FIG. 3A shows an example of process 300 for forming an extruded article in which regrind is recovered and reintroduced. In steps 310, 312, and 314, the first polyester copolymer and second polyester materials are dried and compounded along with a chain extender and optional branching agent as discussed above with respect to FIG. 2. In step 316 the polyester composition so-prepared is crystallized and then dried in a desiccant dryer along with the regrind material in 332. As shown in FIG. 3B, the crystallizer/dryer 316 may include first stage 316 a and second 316 b stage crystallization units and a desiccant dryer 316 c. By way of example, the first stage crystallizer 316 a may have an average residence time of less than 20 minutes, and the second stage crystallizer 316 b may have an average residence time of less than 4 hours. The polyester composition produced in accordance with the present invention is capable of developing sufficient crystallinity to avoid bridging in the dryer. The level of crystallinity developed during the crystallizing/drying step should be at least about 8%, and often is at least about 15%. At step 330, the parison made from the extruded mixture of the polyester composition and regrind material is blow molded to form the container as shown as step 350. Regrind material then is recovered in stream 332 and reintroduced into the crystallizer/dryer at step 316.

FIG. 4 illustrates a typical process 400 for recycling of the extrusion blow molded articles. The articles 350 are collected and fed to a granulator 410, then to a washer 420, and then to a desiccant dryer 430. The material may be combined with other polymeric materials, such as virgin PET and/or PET from carbonated soft drink bottles. The material may then be melt filtered and melt processed in step 440 into finished articles 450. For example, the material may be processed by injection stretch blow molding (ISBM), strapping fibers, and other industrial applications.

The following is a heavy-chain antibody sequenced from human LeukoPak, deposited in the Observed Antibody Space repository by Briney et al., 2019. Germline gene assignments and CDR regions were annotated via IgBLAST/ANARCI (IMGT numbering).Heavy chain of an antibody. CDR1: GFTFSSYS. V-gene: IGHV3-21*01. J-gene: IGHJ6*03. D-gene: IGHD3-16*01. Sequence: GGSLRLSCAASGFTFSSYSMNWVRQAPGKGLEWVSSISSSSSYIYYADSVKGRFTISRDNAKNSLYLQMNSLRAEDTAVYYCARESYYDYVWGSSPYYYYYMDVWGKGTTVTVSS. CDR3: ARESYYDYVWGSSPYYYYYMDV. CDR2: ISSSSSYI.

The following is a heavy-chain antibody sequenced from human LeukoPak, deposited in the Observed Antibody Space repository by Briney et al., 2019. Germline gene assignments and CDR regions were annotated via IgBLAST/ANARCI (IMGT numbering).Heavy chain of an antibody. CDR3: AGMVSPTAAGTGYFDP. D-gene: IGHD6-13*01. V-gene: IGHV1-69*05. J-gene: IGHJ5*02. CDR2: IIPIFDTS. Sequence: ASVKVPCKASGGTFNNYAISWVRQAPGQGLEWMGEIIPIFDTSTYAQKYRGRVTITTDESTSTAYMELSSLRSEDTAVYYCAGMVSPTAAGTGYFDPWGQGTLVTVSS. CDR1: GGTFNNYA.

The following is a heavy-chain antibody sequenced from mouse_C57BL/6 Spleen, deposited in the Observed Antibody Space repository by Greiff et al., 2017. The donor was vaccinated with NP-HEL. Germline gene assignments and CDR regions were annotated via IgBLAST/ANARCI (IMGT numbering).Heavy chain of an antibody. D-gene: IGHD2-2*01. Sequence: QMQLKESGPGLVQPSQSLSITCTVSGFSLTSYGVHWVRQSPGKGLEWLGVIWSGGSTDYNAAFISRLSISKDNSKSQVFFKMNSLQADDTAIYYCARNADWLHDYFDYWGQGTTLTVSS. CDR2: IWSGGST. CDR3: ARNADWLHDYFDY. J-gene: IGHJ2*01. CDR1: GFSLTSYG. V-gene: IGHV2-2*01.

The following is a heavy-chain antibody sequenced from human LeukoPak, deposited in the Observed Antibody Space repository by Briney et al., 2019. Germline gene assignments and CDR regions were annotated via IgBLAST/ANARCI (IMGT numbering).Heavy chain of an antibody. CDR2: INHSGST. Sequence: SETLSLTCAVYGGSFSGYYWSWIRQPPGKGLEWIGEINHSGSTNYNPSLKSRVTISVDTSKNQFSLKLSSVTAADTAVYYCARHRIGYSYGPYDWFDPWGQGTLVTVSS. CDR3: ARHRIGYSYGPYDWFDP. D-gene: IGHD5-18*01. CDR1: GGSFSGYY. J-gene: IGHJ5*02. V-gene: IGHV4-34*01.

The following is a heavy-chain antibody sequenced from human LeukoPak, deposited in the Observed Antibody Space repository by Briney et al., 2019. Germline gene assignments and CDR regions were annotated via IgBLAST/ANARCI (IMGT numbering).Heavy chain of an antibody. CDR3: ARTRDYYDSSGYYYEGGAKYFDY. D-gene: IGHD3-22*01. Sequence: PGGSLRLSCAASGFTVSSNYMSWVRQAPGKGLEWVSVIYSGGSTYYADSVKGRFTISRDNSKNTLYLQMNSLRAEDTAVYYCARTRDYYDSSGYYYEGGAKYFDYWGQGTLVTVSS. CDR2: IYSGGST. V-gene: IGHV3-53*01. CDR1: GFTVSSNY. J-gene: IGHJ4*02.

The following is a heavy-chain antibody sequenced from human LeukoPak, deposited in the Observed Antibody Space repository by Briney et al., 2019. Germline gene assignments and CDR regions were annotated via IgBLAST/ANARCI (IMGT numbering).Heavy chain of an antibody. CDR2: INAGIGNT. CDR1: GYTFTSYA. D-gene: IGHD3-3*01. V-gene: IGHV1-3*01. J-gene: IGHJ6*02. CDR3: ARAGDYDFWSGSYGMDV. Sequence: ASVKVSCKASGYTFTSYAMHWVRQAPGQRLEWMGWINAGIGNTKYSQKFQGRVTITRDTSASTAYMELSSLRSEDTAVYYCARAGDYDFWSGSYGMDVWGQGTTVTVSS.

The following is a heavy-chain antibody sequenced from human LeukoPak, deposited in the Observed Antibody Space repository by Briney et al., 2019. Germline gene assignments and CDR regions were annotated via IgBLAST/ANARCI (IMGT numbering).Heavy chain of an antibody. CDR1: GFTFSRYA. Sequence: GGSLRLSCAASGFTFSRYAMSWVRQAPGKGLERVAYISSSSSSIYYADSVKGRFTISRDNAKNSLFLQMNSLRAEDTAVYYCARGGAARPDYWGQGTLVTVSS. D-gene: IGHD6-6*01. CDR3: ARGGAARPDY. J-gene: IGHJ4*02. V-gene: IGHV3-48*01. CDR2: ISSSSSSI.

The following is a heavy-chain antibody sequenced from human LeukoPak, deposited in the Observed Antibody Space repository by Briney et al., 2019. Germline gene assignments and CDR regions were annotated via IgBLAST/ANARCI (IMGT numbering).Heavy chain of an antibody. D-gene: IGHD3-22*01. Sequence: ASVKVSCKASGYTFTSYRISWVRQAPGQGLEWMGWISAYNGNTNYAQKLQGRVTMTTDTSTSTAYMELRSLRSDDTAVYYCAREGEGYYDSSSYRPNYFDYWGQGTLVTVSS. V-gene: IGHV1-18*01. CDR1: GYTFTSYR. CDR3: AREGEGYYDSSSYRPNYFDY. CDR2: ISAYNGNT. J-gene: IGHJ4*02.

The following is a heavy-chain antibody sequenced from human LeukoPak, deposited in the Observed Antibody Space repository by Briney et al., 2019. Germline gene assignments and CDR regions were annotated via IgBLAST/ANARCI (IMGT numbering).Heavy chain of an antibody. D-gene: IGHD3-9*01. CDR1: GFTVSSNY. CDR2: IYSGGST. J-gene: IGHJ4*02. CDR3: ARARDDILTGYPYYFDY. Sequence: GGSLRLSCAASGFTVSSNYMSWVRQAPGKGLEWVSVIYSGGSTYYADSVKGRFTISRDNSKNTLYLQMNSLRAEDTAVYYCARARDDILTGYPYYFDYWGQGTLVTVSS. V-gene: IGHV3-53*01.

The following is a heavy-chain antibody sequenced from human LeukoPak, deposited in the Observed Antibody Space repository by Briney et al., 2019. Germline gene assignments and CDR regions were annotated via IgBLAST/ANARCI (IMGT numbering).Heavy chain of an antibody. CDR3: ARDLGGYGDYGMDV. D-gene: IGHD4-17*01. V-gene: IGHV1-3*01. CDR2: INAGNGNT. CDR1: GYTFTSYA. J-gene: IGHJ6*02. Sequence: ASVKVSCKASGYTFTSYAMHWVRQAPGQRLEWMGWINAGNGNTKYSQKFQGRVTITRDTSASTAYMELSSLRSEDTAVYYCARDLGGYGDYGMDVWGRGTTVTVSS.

The first polyester copolymer component and the second polyester component are capable of undergoing transesterification during extrusion processing. The first and second polyester components are compounded with a chain extender and optionally a branching agent so that the resulting polyester composition has adequate melt strength for extrusion blow molding. The quenched polyester composition also is capable of developing sufficient crystallinity during subsequent processing (e.g., reheating) to render the composition suitable for PET recycling.

Without wanting to be bound by theory, it is believed that a block copolymer is formed with a length of crystalline block units and amorphous block units. The residence time during the second melt processing step (as part of extrusion blow molding) allows transesterification to progress. Transesterification results in the randomization of the crystalline and slower crystallizing domains. The melt strength and crystallization rate properties of the polyester composition may be optimized to meet the requirements for processability, taking into account the sum of the time spent by the resin in the melt. For example, the proportion of crystalline and amorphous components in the polyester composition as well as the total melt process time and temperature may be selected to result in a pellet or chip having a suitable rate and extent of crystallization to allow the extruded pellet to undergo sufficient crystallization to allow for subsequent drying in a conventional desiccant dryer. The crystallization properties enable the polyester composition to be dried to moisture levels many times lower than those possible for amorphous extrudable PET compositions that are commercially available. The polyester composition typically has a peak crystallization time of less than 60 minutes.